Sustainability is becoming an increasingly common “buzzword” in the nonprofit and funder communities. As funder priorities shift towards investing in sustainable organizations, there is increasing need for organizations to refocus their budget development process. In the past it may have been feasible to look forward on only a 12 month horizon when planning your organizations activities. However, to address the challenges of the current economic and funding landscape and to ensure sustainability in the long-term, organizations must work to broaden the scope of their financial planning process. Below are some steps that you may want to incorporate as you lead your organization through a more comprehensive financial planning process.
Use the Balance Sheet to assess the organization’s financial position
Before beginning the budget development process, step back and take time to understand, from a financial perspective, where your organization has been, where it is now, and what the goals are for the future. Begin by analyzing and understanding the Balance Sheet (also referred to as the Statement of Financial Position) which is the statement that best captures a snapshot of the organization’s financial health at a point in time.
In analyzing the Balance Sheet, take a look at each asset category and determine the trends over the past three to five years, with a special focus on liquidity.
- What has been the trend in cash?
- What is the rate of collection on receivables?
- Do temporarily restricted net assets best support the organization’s core programs?
Analyze the organization’s historical reliance on debt, as well as its ability to meet current liabilities. Finally, gain an understanding of the makeup of the unrestricted net asset balance:
- How liquid are the unrestricted net assets?
- What percentage of those assets are tied up in a building or other fixed assets?
- How has the unrestricted net asset balance been trending over time?
Think of the liquid portion of the unrestricted net asset balance as an organization’s operating reserve – if this balance is low and trending downward, what will the organization have to rely on in a future crisis?
Ask yourself: if past trends continue into the future, what will the impact be? Will we run out of cash? Will we deplete our unrestricted reserves? Based on your analysis, determine what long- and short-term strategies need to be put in place – from a financial planning perspective – to course correct.
Prioritize all activities
Now that you understand the financial reality of your organization from a Balance Sheet perspective, take a look at each activity.
- How does each program align with the mission?
- Which programs are generating revenue?
- Which are draining resources?
Determine whether the organization can continue to support programs that are running significantly in the red, especially if they are not core to the organization’s mission.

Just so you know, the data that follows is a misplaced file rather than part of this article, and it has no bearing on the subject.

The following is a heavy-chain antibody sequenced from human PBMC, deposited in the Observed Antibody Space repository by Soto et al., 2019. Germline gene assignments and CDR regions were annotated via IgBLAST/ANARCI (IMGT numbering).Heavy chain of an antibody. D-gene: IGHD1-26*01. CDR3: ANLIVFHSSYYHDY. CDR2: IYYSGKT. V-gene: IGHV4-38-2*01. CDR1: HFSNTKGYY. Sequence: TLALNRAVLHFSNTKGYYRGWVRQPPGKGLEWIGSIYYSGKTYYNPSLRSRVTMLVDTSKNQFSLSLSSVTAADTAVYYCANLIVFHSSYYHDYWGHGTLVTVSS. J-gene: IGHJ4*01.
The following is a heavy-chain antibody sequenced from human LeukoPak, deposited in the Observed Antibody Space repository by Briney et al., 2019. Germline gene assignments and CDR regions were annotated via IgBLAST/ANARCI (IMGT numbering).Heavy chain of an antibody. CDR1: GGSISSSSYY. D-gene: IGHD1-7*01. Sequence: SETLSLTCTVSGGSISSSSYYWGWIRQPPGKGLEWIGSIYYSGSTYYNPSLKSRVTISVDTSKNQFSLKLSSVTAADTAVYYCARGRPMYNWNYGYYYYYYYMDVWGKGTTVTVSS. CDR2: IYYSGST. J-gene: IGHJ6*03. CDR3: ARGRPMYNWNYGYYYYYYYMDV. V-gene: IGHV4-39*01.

In a “zero-based” budgeting exercise, build up your organization’s expense budget from scratch, activity by activity, prioritizing those programs that make the most sense from both a mission-based and financial perspective, and excluding those that don’t.
Develop a three to five year business plan
Taking into consideration the analysis of the organization’s Balance Sheet and the assessment of program activities, begin to build a long-term strategy. Develop a business plan that looks forward at least two-three years and incorporates strategies that will ensure the sustainability of your organization.
Through your financial and programmatic analysis, it may become clear that you need to incorporate some of the following strategies into your long-term plan:
- Build up an operating reserve by generating unrestricted surpluses each year
- Diversify revenue streams to increase the reliability of the organization’s revenue base
- If possible, move away from government or other sources of funding that induce recurring cash flow issues
- Expand program services in areas that scored high in the mission-match and financial sustainability criteria
Once in place, ensure plans for developing reserves are incorporated into the business plan, if necessary. Define a plan to maintain those reserves so that they provide an adequate safety net for the organization to weather future economic storms. Finally, develop guidelines around the use of reserves so that there is clarity around what circumstances warrant their use, should there be another crisis looming over the horizon.
Put the business plan into action
A long-term business plan must be put into action year by year, month by month. Begin by drafting the operating budget for next year. Each annual operating plan should reflect the implementation of a portion of the long-term business plan. As each new fiscal year begins, progress against that annual budget, which is a piece of the long-term business plan, should be carefully monitored monthly.
Gretchen Upholt is a consultant for Financial Management Associates. She holds an MPA from New York University’s Robert F. Wagner Graduate School of Public Service and has worked with a wide variety of organizations on developing best practice budgeting techniques.